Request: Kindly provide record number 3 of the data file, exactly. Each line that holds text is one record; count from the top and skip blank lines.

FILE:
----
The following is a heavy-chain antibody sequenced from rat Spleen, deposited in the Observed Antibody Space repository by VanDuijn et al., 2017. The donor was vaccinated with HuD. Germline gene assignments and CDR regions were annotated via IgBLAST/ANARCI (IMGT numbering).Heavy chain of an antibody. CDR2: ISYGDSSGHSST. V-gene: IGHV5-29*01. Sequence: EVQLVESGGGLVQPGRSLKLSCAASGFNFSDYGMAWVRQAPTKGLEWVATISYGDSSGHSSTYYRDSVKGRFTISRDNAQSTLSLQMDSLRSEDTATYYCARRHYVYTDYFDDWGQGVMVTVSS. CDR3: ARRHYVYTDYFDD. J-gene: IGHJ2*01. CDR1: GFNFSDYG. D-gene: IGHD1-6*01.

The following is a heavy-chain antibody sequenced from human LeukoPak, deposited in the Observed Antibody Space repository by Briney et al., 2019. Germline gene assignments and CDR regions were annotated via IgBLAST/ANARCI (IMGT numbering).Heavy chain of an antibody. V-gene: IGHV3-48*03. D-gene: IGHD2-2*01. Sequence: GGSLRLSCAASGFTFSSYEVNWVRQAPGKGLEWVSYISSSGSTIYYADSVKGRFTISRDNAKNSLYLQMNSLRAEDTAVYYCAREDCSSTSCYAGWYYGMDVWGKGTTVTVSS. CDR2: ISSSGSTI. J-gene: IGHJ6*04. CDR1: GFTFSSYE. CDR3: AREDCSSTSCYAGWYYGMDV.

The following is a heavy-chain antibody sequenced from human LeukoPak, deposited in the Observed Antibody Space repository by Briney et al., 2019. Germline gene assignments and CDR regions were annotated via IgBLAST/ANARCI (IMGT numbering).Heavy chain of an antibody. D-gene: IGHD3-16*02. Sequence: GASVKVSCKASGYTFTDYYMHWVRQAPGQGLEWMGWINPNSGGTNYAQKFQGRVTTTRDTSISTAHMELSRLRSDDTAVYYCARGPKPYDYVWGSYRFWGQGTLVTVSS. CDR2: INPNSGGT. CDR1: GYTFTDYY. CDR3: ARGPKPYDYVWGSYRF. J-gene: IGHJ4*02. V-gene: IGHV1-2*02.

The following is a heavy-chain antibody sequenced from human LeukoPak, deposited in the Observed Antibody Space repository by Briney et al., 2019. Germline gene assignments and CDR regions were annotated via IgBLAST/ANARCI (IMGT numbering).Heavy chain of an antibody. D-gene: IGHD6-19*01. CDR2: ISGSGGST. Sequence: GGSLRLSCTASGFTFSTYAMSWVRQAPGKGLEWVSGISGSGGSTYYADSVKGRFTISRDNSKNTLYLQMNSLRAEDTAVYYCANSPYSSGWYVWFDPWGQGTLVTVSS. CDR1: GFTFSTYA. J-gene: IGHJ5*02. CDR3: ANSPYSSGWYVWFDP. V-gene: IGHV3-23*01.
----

The following is a heavy-chain antibody sequenced from human LeukoPak, deposited in the Observed Antibody Space repository by Briney et al., 2019. Germline gene assignments and CDR regions were annotated via IgBLAST/ANARCI (IMGT numbering).Heavy chain of an antibody. D-gene: IGHD3-16*02. Sequence: GASVKVSCKASGYTFTDYYMHWVRQAPGQGLEWMGWINPNSGGTNYAQKFQGRVTTTRDTSISTAHMELSRLRSDDTAVYYCARGPKPYDYVWGSYRFWGQGTLVTVSS. CDR2: INPNSGGT. CDR1: GYTFTDYY. CDR3: ARGPKPYDYVWGSYRF. J-gene: IGHJ4*02. V-gene: IGHV1-2*02.